Sharia in the West
|Period:||Semester 1, Block I, II|
- Yes Elective choice
- No Contractonderwijs
- Yes Exchange
- Yes Study Abroad
- No Evening course
- No A la Carte
- No Honours Class
This is a 12 week Master SPOC course (Small Private Online Course) that allows for a maximum of 40 students. This course can be taken by:
• Students at universities that participate in the Virtual Exchange project
• who are admitted to any Master in Social Sciences, Humanities or Law,
• and have a basic knowledge of the history of Islam and in particular Islam in the West,
• as well as a very good knowledge of English (reading, writing and speaking)
The notion and practice of Sharia in the West is entirely new and in continuous development. In this course we will discuss the interaction between what Muslims in the West want and do in terms of Sharia, and how the Western legal, political, societal and cultural systems respond to these manifestations of Sharia. We will see that this interaction creates the dynamic that result in a new synthesis of ‘Sharia in the West.’ In order to study this new domain, we will develop methods of law, anthropology, and other disciplines to approach this domain.
Active participation of the students is key to this course: they are invited to provide examples of sharia from their own Western countries, and to analyse them by means of discussion and essays.
The students will gain insight in how Western policy makers as well as the Muslim communities have been struggling to accommodate an ‘Islamic’ presence in a mostly secular Western environment. The students will acquire the skills to read and discuss the relevant court rulings, policy documents in a critical fashion, to contextualize these readings in a larger academic theoretical framework, and to present the results of independent research in terms of policy briefs or oral advice to government officials or Muslim community officials. The students are encouraged to develop and express their personal views on the various topics in a well-founded and coherent manner.
Week 1: Approaches to Sharia in the West
Week 2: Understanding Sharia
Week 3: Discussion session “Sharia patrol”
Week 4: Understanding ‘the West’
Week 5: Islamic family law
Week 6: Discussion session “Sharia courts in the West”
Week 7: Headscarf and burka
Week 8: Discussion session “Headscarf and burka”
Week 9: Freedoms of religion and opinion
Week 10: Discussion session “Sharia and human rights”
Week 11: Citizenship, integration and participation
Week 12: Discussion session “The freedom to be different?”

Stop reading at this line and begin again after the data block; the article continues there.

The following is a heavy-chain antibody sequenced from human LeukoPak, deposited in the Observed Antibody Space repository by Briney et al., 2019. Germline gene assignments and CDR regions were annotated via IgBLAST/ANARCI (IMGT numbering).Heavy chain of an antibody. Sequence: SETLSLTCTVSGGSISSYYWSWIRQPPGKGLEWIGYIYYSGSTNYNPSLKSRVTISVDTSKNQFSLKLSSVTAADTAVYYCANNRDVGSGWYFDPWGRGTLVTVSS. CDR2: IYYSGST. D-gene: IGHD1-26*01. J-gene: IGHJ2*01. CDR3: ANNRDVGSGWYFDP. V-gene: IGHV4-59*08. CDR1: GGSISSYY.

Mode of instruction
Online lectures, online discussion sessions (live), online discussion forum (chat), assignments (literature, multiple choice tests, essays), feedback on essays.
• Six short essays and/or policy briefs (1-2 pages). These essays will be evaluated online by their fellow students, and graded by the instructor.
• Seven Multiple Choice tests based on the lecture and assigned literature of each week.
• Five online discussion sessions (oral): Chaired by the instructor, groups of students will engage in discussion based on specific cases or hypotheses, resulting in oral or written policy recommendations to be conveyed to imaginary officials.
• (By choice:) online discussion sessions (chat): Students are invited to discuss any issue related to the course’s topic on the discussion forum. This may vary from questions regarding the literature or research projects, to personal experiences and observations, or opinions on issues discussed in class or noted in local news outlets.
App. 8-10 hrs per week.
This course counts for 5 EC. Students who need extra ECs (to a maximum of 5 EC) can contact the instructor for additional assignments.
The students will have successfully concluded this course when they have a) watched all lectures and made all MC tests, b) written all essays, c) participated in all online discussion sessions, d) participated in at least three discussion forums.
The total grade is made up as follows: a) 10%, b) 40% c) 30%, d) 20%.
If a student requests an exam review (first sit or resit) within 30 days after publication of the exam results, such a review will be organized.
All online course content will be made available on Blackboard.
Required literature as well as a general reading list will be made available on Blackboard.
Leiden resident students (including students from other Dutch universities, and foreign students registered at Leiden University) apply through uSis
Students are expected to be familiar with Leiden University policies on plagiarism and academic integrity. Plagiarism will not be tolerated. If you submit any work with your name affixed to it, it is assumed to be your own work with all sources used properly indicated and documented in the text (with quotations and/or citations).
|Is part of||Programme type||Semester||Block|
|Middle Eastern Studies: Islamic Studies||Master||1||I, II|
|Theology and Religious Studies||Master||1||I, II|